Vermouths, however, require immediate refrigeration upon opening. Here’s Anders explaining why.
“They are higher proof than wine because they’re fortified, meaning a spirit was added, which is gonna raise the (alcohol) proof of that liquid, and therefore, prolonging its life. But it’s not high enough to where it’s shelf-stable.”
Vermouth can remain fresh and usable in the fridge for up to two months. Have a dedicated fridge for your bar needs, whether the fruits you’ll use, ice, or in this case, the vermouth bottles.
And unless you have a full-sized fridge just for this purpose, go with smaller vermouth bottles. That should solve your space issue.
Don’t Forget Your Mise En Place
You’ve likely heard the word mise en place if you’ve watched enough Anthony Bourdain videos on YouTube. It’s French for ‘putting in place’ and is a commonly-used term for cooking.
When chefs ask for your mise en place, they’re looking for your ingredients and equipment that should be right in front of you before you start cooking. Plates, cutlery, and chopping boards should be on one side, and shallots, garlic, salt, and ginger on the other.
Doing so saves you from scrambling for the necessary item and unnecessarily stressing out. It makes your job easier.
The concept of the mise en place likewise applies to home bartending. You want to have all types of liquor arranged in one place.
Gin, vodka, rum, and tequila go on the top shelf. Brandy, whiskey, and wines are on the middle rack, while juices, mixers, and other liqueurs should have their own spot. This allows you to easily reach for a specific item when you need it.
As Anders states:
“If you’re making a Manhattan, and you add the ice to your mixing glass, and you don’t have a spoon? Well, that Manhattan is just gonna dilute, get sad, it’s gonna die. And you’re gonna get really frustrated, wishing you could stir that cocktail.”
Tidiness is part of the unwritten rules of home bartending. Ideally, you want the surrounding workspace free of spills and litter. Have a rag or paper towel by your side at all times.
Anders also advises a regular wiping of bottles. Apart from aesthetic purposes, it prevents sticky situations caused by drips from syrupy liquids like curaçao or grenadine. Not only does that give the impression of carelessness, but it’s also a preventable hassle in the long run.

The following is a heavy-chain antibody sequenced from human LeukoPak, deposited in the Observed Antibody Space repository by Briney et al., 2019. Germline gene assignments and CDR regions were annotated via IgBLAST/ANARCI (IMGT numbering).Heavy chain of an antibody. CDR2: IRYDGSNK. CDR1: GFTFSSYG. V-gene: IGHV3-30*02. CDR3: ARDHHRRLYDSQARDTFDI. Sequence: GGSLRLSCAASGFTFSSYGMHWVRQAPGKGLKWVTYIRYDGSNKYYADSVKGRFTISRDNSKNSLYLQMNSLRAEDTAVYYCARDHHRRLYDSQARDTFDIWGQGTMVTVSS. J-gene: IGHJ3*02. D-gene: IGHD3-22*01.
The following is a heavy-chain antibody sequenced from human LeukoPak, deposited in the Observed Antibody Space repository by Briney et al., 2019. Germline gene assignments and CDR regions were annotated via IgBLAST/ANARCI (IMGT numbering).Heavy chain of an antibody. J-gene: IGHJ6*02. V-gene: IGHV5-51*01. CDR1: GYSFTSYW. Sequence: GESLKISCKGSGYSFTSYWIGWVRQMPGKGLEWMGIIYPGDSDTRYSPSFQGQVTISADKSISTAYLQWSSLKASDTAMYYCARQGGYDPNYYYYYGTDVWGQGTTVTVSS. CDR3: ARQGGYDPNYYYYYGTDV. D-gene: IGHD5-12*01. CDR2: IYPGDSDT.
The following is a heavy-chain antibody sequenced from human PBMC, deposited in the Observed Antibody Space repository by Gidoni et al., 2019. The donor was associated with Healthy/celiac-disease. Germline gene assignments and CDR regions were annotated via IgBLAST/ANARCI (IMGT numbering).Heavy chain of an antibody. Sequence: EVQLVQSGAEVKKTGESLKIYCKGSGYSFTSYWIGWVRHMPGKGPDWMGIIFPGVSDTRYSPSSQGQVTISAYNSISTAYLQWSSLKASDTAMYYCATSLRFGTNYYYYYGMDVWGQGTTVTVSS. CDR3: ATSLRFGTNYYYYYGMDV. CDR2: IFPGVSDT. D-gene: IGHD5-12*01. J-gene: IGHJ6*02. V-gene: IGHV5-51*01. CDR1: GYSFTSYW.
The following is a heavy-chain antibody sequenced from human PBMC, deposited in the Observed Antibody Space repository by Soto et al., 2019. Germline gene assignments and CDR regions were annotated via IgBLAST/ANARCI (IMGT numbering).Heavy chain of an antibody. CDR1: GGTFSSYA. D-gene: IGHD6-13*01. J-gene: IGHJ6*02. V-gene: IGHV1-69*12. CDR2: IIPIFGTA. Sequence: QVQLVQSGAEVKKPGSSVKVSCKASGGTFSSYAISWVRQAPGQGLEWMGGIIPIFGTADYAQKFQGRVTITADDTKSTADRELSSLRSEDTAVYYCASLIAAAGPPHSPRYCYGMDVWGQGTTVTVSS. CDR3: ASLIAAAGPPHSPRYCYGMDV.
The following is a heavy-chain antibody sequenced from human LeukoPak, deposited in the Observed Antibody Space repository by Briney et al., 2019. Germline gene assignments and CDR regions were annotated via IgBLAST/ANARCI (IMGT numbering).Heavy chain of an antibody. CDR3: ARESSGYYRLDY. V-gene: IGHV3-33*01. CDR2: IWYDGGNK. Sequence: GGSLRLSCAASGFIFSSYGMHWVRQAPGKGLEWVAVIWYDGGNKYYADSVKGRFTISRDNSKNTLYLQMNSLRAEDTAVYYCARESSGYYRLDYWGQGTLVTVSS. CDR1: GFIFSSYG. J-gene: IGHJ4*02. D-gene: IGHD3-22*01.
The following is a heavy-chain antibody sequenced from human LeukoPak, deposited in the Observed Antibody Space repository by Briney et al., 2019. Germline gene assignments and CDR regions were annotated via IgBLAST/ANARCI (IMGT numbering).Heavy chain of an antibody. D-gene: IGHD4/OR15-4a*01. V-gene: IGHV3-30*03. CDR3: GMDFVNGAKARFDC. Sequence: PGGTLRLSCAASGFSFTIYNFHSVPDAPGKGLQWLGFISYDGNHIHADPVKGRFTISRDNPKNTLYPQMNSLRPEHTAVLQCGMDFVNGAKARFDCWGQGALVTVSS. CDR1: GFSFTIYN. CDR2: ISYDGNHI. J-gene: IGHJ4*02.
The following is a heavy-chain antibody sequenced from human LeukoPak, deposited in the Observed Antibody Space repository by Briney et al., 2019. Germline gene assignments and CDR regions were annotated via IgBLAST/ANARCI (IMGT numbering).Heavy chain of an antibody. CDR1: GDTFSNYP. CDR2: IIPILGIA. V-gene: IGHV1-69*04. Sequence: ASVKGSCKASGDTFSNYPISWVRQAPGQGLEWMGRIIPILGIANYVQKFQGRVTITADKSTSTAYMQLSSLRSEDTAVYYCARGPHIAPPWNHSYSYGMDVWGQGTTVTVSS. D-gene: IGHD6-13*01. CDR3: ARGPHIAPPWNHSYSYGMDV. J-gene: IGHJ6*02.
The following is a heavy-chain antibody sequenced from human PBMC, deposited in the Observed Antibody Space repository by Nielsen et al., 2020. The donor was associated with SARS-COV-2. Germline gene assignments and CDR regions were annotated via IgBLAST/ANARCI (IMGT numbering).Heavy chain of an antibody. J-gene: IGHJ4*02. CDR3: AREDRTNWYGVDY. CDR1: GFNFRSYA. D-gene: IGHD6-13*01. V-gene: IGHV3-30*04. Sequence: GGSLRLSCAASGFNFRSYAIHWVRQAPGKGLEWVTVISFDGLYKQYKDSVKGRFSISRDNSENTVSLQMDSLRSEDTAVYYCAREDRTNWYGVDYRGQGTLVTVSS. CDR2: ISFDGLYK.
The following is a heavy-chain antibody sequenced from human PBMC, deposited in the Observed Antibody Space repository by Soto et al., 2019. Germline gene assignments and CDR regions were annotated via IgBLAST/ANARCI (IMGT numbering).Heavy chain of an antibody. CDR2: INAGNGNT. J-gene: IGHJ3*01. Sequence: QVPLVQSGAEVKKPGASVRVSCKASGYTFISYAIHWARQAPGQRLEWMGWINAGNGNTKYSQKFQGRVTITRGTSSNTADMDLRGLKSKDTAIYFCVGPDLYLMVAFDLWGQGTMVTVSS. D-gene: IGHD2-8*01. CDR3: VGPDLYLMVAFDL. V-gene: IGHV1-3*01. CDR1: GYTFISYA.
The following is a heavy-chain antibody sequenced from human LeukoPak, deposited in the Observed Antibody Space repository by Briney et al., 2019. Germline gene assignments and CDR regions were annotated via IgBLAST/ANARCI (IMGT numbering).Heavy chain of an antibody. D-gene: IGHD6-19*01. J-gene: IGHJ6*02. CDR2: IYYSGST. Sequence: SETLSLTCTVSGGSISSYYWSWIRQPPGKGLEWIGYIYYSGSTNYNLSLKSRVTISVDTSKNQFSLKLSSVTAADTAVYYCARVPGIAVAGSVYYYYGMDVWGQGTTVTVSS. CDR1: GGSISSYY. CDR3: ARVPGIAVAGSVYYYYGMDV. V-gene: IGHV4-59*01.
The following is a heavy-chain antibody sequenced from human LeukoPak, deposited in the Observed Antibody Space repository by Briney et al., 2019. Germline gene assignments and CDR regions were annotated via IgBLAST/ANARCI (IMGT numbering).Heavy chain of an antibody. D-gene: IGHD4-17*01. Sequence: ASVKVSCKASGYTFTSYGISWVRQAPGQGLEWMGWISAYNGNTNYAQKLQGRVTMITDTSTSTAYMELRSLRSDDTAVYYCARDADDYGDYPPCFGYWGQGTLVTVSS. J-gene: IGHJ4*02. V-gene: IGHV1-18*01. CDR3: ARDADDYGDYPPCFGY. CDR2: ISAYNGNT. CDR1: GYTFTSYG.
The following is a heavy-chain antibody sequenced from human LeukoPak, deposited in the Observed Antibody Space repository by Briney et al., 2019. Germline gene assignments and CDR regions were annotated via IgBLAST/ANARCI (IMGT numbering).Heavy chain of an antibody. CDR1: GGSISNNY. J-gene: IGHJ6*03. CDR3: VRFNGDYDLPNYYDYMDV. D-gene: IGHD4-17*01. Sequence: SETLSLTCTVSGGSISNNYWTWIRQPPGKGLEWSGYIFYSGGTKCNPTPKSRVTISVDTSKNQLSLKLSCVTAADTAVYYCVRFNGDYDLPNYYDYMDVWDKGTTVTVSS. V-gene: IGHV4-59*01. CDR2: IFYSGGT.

Familiarize Yourself With Different Drinks
Product knowledge is one of the keys to success at home bartending. Knowing how each drink complements the other makes you come off as a master of your craft.
So how do you achieve this? Anders suggests taking the time to taste every drink in your home bar, whether the bitters you use for an old-fashioned or the triple sec for your margarita. It’s akin to knowing the right guitar chords for that perfect solo.
“All kinds of spirits and liqueurs and syrups… whatever. Taste them all, individually so you know exactly what that flavor tastes like.
“Then when it comes time to make a cocktail, you will be able to pick that flavor out. And you will know if there’s too much in there for your taste, or too little.”
Tasting in this context doesn’t mean taking swigs of each drink. Do as you would when trying out wines and whiskeys.
Be the Undisputed Champion of Home Bartending
Now that you know the basics, it’s time to put them to the test. Get yourself your starter bottles and start experimenting. Include a shaking tin, a mixing glass, and a bar spoon while you’re at it.
You’ll likely make mistakes along the way, but home bartending is all about having fun. It is an art in itself, believe it or not. The empty glass is your blank canvas in this case. Feel free to mix and match to find the right combination of flavors. Play around and make yourself the life of the party.
But most importantly, drink responsibly. Cheers!